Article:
I guess boys will be boys and even such acts could be forgivable, but do we really want a man with a memory and conscience like this leading our country?
When my grandfather heard the news of the Soap Box Derby scandal, it broke his heart. Family members recollect his words, “This is the best thing that could happen for my grandson Jimmy, to not get away with cheating and face the difficult road of reconciling and coming to terms with such a thing.”
No matter how difficult the recent events in the news and their import must be for Lance, I will continue holding him in my heart with care and regard. I look forward to learning how he works through this, perhaps his greatest challenge—maybe even tougher than having faced cancer and his probable loss of life. I hope in the coming months and years he will be able to share this part of his journey with us. I know and believe he has the right stuff and suspect we haven’t seen or heard the last of him.
Maybe one day we will wear teal colored wristbands from his next foundation reading, “WordStrong!” Whenever I find myself rising out of the saddle and looking up that hill, I say to myself, “Ride like Lance,” and I always will.
The performance of our President in the first debate was not the result of high altitude or lack of preparation. We witnessed the sober demeanor of a man who has faced great challenges over the past four years with notable intelligence and dignity. It is not Barack’s nature to aggress upon another with the intention of winning. But thankfully, as we say in racing, he knows when to “Drop the Hammer” when it’s right.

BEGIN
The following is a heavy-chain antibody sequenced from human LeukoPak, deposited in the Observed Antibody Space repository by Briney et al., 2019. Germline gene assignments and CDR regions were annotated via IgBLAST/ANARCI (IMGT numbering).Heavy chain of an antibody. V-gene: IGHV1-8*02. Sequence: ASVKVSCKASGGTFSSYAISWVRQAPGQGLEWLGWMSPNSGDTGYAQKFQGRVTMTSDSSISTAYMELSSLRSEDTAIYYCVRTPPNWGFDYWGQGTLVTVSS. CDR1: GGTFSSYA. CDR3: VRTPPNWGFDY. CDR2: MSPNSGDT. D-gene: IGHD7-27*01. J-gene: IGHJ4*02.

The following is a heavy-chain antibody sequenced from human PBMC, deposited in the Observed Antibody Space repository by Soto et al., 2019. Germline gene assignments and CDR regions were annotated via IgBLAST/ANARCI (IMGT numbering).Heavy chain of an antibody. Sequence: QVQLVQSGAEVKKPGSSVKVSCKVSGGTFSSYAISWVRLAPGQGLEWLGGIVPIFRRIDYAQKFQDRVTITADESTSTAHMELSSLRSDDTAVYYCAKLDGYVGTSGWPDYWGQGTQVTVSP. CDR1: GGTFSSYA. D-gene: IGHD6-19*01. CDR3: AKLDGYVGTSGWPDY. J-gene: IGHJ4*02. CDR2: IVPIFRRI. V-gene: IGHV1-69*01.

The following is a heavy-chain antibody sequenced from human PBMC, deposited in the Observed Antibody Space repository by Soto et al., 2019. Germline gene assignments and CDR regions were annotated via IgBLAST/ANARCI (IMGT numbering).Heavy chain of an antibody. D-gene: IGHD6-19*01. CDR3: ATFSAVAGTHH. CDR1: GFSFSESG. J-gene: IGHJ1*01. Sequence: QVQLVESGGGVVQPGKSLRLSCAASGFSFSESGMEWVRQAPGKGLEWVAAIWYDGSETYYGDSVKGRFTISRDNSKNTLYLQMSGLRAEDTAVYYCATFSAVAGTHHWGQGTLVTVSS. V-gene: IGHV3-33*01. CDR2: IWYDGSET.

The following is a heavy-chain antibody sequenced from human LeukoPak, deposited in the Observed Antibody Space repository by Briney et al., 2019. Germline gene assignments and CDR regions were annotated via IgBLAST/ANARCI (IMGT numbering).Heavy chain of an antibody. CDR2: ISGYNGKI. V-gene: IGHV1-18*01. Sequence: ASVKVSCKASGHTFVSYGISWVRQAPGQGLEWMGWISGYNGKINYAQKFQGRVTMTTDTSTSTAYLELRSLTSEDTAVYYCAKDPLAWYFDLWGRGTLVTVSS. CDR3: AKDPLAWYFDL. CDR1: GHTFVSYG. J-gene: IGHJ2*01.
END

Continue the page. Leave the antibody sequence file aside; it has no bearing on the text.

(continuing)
In the third and final debate he was not attacking the good Governor from Massachusetts, as the Governor claimed. With energy and passion he was revealing the instability and lack of clarity of our republican challenger’s views.
I believe wisdom guides us to choose not the person with ambition for higher office, but rather the one with a wise heart and clear mind, who reluctantly accepts our nomination and vote. That’s what we saw in the first debate. I trust that. I celebrate that. Let’s run towards the man who is not fueled by personal ambition but genuinely walking the walk of one endeavoring to reconcile the incredible challenges we face.
My great grandfather, John Taylor Adams, as Chairman of the National Republican Party engineered successful campaigns for a couple of presidents. I wonder if his knowledge and awareness are running in my blood. Does it take political and moral genius to recognize that Mitt Romney’s ‘Ra Ra Flip Flop – I’ll Morph into Anything for Your vote’ approach is insulting our intelligence and is outright dangerous for our well-being as individuals and a nation?
The gift of the Governor’s race for the presidency, besides being energizing and colorful, is for those who have eyes to see a contrast and illumination of a deeper capacity and intelligent authenticity. And all of this without even beginning to consider the positions he really represents.
I heard an endearing thing about his campaign. Before entering a political debate he writes the word, “Dad,” on a piece of paper and holds it close. I invite the good Governor to live in Boulder with us for a while as he earns a degree in Contemplative Psychology from Naropa University. Please study and dig into the issues of needing to be seen and recognized. Study your mind Governor! It’s not too late. Lean into discovering who and what you really are. Your father will be smiling. I promise.
Jimmy Gronen, Cheater of the Soap Box Derby
The boy in this story is known as Jim Ryder. Living in Boulder, CO and Dubuque, IA, he arranges flowers for his friends and the dharma.
Editor: Jennifer Townsend